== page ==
Josie’s life, on the other hand, was signposted with intentions and life goals and job promotions. There was no way she would understand the way a mind scuttled away from what the hands were doing. When there was cake and tea in porcelain cups, the nameless dude at the piano was just the toy monkey with a drum, the wind-up guy going with the flow, and “Let It Go” was where it went that morning.


“Nobody died, right?” I said, which was what I always said when things went south. Don’t sweat the small stuff. But of course, it was the wrong thing to say that day of all days with the earth still freshly tamped down on Mama’s grave. Josie’s face was wrung out. Tears leaked from every crease.


Aunties filled our living room like inflatables, their presence pillowy and stifling. Josie—ever thoughtful, efficient, plan-it-all Josie—had sorted Mama’s sarees into stacks of silk, cotton, polyester, and chiffon. The aunties were picking through them with enthusiasm.


Isa Aunty said, “See here, nice Kanchipuram ones. Still so new. I don’t think they need dry cleaning.”


Another aunty said, “This is bad luck. Bad luck, Isa. How can you take a dead woman’s clothes? We should give them away.” She was the odd one out.


“Ah, shut up, Usha. We don’t want to hear your outdated superstitions. I’ll take this. Just look at the embroidery. Must have been expensive. I wonder who gave it to her?”


Suja Aunty said, “This I want. Cotton sarees are so lovely. So good of Josie to do this. Such a nice girl. So capable, too. Doing so well in that consultancy firm. Too bad about the boy.” She looked at me and paused. “I mean, too bad your sister hasn’t found a boyfriend yet. That would have made your mother happy.”


Fuck Suja Aunty. Screw them all.


I went out to my car and found a crumpled pack of Dunhills at the bottom of the glove compartment. On my third cigarette, another aunty—not a real aunt but an older neighbor from two doors away—came over to offer condolences. Of all the people I wished would disappear from my life, this woman was one of them. Once, in a moment of poor judgment, we had kissed in the park at the bottom of our street when we had run into each other. She after a late evening jog and I out for air after a fight with Mama. Fifteen minutes on her living room couch—her husband was at work—and it was over. There was just enough time for me to register the smell of mosquito coils in her house and the tidy arrangement of Buddha figurines on her shelves. Neither of us mentioned it again, but the incident sat uneasily between us, an undigested morsel of neighborly dirt.


She said, “I’m so sorry.” She extended a hand toward my arm and I stepped back. Josie came to take her away, saying thank you for coming over, aunty; how kind of you. Did Josie know? Did Mama? I felt nauseated.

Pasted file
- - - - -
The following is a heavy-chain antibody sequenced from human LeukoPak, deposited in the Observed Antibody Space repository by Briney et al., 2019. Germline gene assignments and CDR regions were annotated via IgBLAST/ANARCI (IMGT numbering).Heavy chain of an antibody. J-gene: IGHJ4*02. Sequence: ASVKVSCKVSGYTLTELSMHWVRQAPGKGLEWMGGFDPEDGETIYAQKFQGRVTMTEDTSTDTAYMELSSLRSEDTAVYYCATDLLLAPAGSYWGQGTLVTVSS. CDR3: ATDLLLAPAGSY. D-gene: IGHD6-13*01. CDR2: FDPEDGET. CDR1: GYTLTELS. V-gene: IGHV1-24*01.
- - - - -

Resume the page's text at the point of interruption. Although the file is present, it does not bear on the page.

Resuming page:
I went back to work at the hotel the next day. Anywhere was better than sitting at home with Mama’s presence lurking in the objects around our house, from the twenty-year-old plastic flowers that never faded to the family photographs on the piano that did. Even the scent of her moved around the house, a medicinal mix of eucalyptus lotion and the coconut oil that she used on her hair.


At the hotel, clean coffee smells percolated in the air-conditioning. Impersonal sepia prints of river scenes hung on one wall, orchids in bloom on another. Waiters in white jackets murmured to the customers. I sat in my white tuxedo at the white baby grand, a part of the furniture. No one spoke to me.


In that familiar space, I played mechanically. I tried to recall my last conversation with Mama. She had asked me for a glass of water for her medicines and if Josie was home. What had I said to her? Something banal, probably. Something less pleasant than the small talk I made with customers who tipped. I wondered about Josie and Mama in Goa. What had they said to each other in those ten days together knowing that death was eavesdropping? Poor Josie. The weight of Mama’s dying had rested on her while I dodged it, telling myself that I was the unfavored child and that Mama preferred to see as little of me as possible.


A gauzy light—the kind that shines through church windows in photographs—came through the glass roof of the tea room and set the flowers aglow. The moth orchids radiated a purple-pink haze and yellow sprays of dancing ladies turned golden. This startling blast of beauty swelled my chest with sudden emotion, a disturbance that hollowed my gut. I had never brought Mama flowers. She said they were a waste of money but I could have. At least once.


I freed my fingers over the keys. “Amazing Grace” again. Then a torrent of half-remembered music: Bach and error-ridden Rachmaninoff, childhood pieces that I had practiced for hours for my exams, scales, and arpeggios that unraveled up and down the keyboard. For once in my life, my fingers were capable of speaking and they wept. When I played a glissando, the notes jackhammered into each other so forcefully that five women jerked their heads up from their tea and another swiveled in her seat to look at me with a scone between thumb and finger halfway to her open mouth.


These women. These strangers.


I jumped up from my seat, bowed, and forgave them for not clapping. I forgave them all and turned my back on the orchids with their leaves like dark tongues and petals like miniature, shrunken lungs. I ran outside and flew down the steps of the porte cochere two at a time. It was, at once, of the greatest importance that I should be home with Josie and have her close.



Shih-Li Kow is the author of a short story collection and a novel. Her work has appeared in Quarterly West, Mud Season Review, Flash Frog, and elsewhere. She lives in Kuala Lumpur, Malaysia. Twitter: @shihlikow.